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Exposure Advice For 17-35 N

 
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jnswickard



Joined: 22 May 2007
Posts: 47
Location: Dana Point

PostPosted: Wed Nov 07, 2007 3:19 pm    Post subject: Exposure Advice For 17-35 N Reply with quote

I just returned Sunday from a trip to Los Cabos. I took the majority of my Pictures with a 5D and the 24-85 N--the exposures were very good. The photos I took with 17-35 N were underexposed by 1.5 to 2 stops. Embarassed
How should I be setting the camera to obtain proper exposure?
DJ et al thanks in advance,
Jack
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DJGarcia



Joined: 03 Apr 2007
Posts: 20
Location: New York City

PostPosted: Sat Nov 10, 2007 12:43 am    Post subject: Reply with quote

Hi Jack,

I use spot metering and then use the exposure bias adjustment to place the metered spot in the exposure zone range I want it. That of course will depend on the specific image, and I do wish the 1Ds2 (and 3 when I get it Very Happy) had +- 5 EV range rather than the 3 EV range it has, but it's sufficient most of the time.

I haven't found a need to change anything between the 17-35 and the other N lenses. Your situation sounds a bit strange. On a related but different matter, I always check my exposures with the camera histogram immediately (and that's probably another whole thread), to prevent unpleasant surprises when I get home Smile.
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jjlphoto



Joined: 17 Jan 2007
Posts: 102

PostPosted: Sat Nov 10, 2007 12:44 pm    Post subject: Reply with quote

Metering with super-wides can be tricky. Often there is lots of sky in the scene which can fool the meter. I'll pay closer attention to my 17~35-N and see if I am experiencing any irregularities.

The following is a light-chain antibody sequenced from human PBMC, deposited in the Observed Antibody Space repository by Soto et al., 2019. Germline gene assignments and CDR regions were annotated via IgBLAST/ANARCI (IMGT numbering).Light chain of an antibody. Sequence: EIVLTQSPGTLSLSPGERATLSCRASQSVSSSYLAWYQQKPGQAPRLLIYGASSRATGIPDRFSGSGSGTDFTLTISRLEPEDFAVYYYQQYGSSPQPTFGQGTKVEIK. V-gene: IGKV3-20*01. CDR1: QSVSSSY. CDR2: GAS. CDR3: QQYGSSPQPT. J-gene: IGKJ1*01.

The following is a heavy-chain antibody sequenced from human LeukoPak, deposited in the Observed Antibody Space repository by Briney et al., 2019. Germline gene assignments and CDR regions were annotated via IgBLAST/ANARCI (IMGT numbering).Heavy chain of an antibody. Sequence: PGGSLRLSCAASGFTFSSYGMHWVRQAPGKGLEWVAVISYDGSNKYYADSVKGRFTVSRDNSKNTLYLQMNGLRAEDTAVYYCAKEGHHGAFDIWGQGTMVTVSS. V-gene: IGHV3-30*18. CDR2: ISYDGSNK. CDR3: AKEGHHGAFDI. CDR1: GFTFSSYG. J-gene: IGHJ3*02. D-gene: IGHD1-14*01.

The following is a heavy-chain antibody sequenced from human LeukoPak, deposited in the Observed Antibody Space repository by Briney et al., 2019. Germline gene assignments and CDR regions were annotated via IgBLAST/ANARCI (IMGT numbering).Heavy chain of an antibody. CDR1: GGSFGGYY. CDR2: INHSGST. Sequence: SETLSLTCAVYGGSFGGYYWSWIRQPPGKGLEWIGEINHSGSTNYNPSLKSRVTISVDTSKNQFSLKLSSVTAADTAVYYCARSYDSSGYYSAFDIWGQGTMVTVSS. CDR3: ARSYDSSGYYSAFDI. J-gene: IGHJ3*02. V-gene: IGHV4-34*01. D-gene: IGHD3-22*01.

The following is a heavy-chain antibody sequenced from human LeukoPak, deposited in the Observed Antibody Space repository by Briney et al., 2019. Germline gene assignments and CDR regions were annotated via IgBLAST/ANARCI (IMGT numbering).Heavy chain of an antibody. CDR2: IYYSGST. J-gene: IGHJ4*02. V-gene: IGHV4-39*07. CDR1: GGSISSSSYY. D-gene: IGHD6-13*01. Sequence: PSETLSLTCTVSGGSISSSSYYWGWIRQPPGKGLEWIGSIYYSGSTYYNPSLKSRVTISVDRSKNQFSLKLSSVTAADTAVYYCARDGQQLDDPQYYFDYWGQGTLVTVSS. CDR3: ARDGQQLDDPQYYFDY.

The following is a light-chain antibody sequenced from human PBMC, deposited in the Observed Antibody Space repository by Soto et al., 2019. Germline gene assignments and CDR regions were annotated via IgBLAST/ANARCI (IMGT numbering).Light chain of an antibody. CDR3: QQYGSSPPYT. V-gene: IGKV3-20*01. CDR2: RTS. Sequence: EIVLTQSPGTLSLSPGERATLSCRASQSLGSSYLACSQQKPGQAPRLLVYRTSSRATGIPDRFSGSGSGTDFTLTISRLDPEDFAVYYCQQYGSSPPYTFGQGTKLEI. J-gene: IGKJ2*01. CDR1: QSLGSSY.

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jnswickard



Joined: 22 May 2007
Posts: 47
Location: Dana Point

PostPosted: Sat Nov 10, 2007 4:55 pm    Post subject: Reply with quote

DJ and JJ,
I was not descriptive of the photographic situation. The photos were taken near the pools by the sea at the Sheraton Hacienda Del Mar in Los Cabos. It was a week and a half ago and the photos were taken around an hour before sunset. Further the pools have a lot of dark vegitation.
Point being that between the bright sky and the darker areas we are talking about a lot of contrast. I agree that the extreme wide angle has contributed to this. I also suspect that working with spot meter mode and fudging the meter would likely help.
I am certainly interested in the experience of other members in working with wide lenses.
Jack
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stevenpa



Joined: 18 Jun 2007
Posts: 23
Location: South Korea

PostPosted: Sun Nov 11, 2007 1:29 am    Post subject: Reply with quote

Jack,

Invest in a Cokin (or similar) GND 2-stop filter set. If you go with Cokin, you'll have to get the Z series as the P series only goes up to 82mm thread sizes and vignettes heavily at the extreme wide end of my 17-40L, which is a 77mm thread. Vignetting doesn't disappear completely until 22mm or so, even when I take off the B+W UV filter and attach the Cokin special wide hood adapter to the lens. It's unlikely that you'll have these problems with the much larger Z series, though I've not tried Z series yet. (Will have to if I get an N17-35 converted).

Anyway, with the Cokin, you'll instantly notice improvement in the evenness of exposure for the high contrast situation you described above. There are some scenes that a GND can't cover, like if only the center of the frame is very bright, but if you're talking sunsets and the like, a relatively small investment in an adjustable filter set will give you the results that you want, I bet. One caveat though, metering issues abound if you're not careful, but for tripod use, the slow deliberation of getting things set up, compositionally and on the histogram, is well worth the end result in my experience.
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